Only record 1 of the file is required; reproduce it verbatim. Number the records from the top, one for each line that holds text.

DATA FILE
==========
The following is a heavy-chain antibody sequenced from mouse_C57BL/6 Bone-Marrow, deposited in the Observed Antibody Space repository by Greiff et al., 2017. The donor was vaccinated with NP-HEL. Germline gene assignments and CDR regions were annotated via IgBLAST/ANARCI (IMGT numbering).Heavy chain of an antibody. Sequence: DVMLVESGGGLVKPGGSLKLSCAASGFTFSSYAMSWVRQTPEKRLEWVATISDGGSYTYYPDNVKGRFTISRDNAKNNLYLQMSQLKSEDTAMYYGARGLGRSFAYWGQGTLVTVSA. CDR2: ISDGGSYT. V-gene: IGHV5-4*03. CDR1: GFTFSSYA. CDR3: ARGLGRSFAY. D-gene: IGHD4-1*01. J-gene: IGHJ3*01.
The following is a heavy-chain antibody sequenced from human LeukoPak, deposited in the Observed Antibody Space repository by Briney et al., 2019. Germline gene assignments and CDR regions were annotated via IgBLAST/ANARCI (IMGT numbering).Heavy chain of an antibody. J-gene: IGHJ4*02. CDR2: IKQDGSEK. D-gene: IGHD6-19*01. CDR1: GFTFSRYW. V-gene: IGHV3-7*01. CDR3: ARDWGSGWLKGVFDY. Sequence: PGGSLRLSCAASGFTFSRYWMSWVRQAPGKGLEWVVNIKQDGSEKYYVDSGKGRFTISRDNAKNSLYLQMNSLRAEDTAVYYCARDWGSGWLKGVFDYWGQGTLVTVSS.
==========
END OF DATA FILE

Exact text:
The following is a heavy-chain antibody sequenced from mouse_C57BL/6 Bone-Marrow, deposited in the Observed Antibody Space repository by Greiff et al., 2017. The donor was vaccinated with NP-HEL. Germline gene assignments and CDR regions were annotated via IgBLAST/ANARCI (IMGT numbering).Heavy chain of an antibody. Sequence: DVMLVESGGGLVKPGGSLKLSCAASGFTFSSYAMSWVRQTPEKRLEWVATISDGGSYTYYPDNVKGRFTISRDNAKNNLYLQMSQLKSEDTAMYYGARGLGRSFAYWGQGTLVTVSA. CDR2: ISDGGSYT. V-gene: IGHV5-4*03. CDR1: GFTFSSYA. CDR3: ARGLGRSFAY. D-gene: IGHD4-1*01. J-gene: IGHJ3*01.